Another story in this chapter is Rodriguez’s, a “chicano scholarship boy” whose autobiographical work, Hunger of Memory, deals with his tight relationship with his working class minority group, the “los pobres” (the subalterns). With this story, John Beverly “celebrates” the power of academia in triggering, like in Rodriguez’s case, consciousness about the mutism and lack of politicl agency of the “los pobres”. What Beverly means by the “power of academia” is not its power to name authoratively things (I mean producing eurocentric knowledge), but its power in giving ” a socially disadvantaged child (Rodriguez) a sense of self and personal agancy” (29). And what is interesting in Rodriguez’ story is that, even though he might be well-intentioned in trying to side with “his” socially disadvantaged minority group, he reprents a sort of threat for the members of that subaltern group since himself bears the marks of western education. This simple fact once again deals with the dangers of ethical positionality of the intellectual concerned with subalternity. Beverly in trun argues for a  new way of representing subalternity, “to develop new forms of scholarship and pedagogy – in history, literary criticism, anthropology, political science, philosophy, education and so forth -and the need to critique academic knowledge as such” (31). This intellectual task in representing subalternity is always challenging because the subaltern and/or postcolonial subject who is educated in the West is in a “doubly elitist position” for he/she is in “academia” and in “the metropolis”, thus reminding us of the dichotomy between metropolis (most of time associated with bourgeoisie) and “ruralness”.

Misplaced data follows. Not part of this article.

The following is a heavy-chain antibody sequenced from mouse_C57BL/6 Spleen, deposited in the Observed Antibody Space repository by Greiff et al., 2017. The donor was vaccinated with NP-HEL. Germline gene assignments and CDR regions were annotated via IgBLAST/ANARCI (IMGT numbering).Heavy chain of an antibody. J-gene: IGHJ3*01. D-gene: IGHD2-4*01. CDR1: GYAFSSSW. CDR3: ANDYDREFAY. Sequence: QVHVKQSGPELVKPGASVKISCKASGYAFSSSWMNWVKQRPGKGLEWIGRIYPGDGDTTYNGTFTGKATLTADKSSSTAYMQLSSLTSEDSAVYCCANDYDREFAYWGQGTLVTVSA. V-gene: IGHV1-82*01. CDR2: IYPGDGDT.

Beverly ends up this chapter by emphasing the multiculturalist feature of scholars in the academy, “we are all muticuturalists now” he says. The multicultural disposition of subaltern studies entails the reconsideration of subalternity in the global and transnational movement or crossroads. The “particularistic, Manichean, (…)  and even sometimes reactionary” standpoint if the subaltern himself has to reconceptualized in the global era. Subaltern studies is not only speaking about the subaltern, but also “the possibility of building relationships of solidarity between ourselves (as intellectuals educated in the western academia) and the people and social pratices we posit as our abject of study” (38-39). therein lies the debate about objectivity vs. subjectivity in representing the subaltern/postcolonial subject,  what Richard Rorty has dichotomized as “desire for solidarity” with the subaltern vs. “desire for objectivity” about the subaltern, the former being more about “commitment than “conversation”.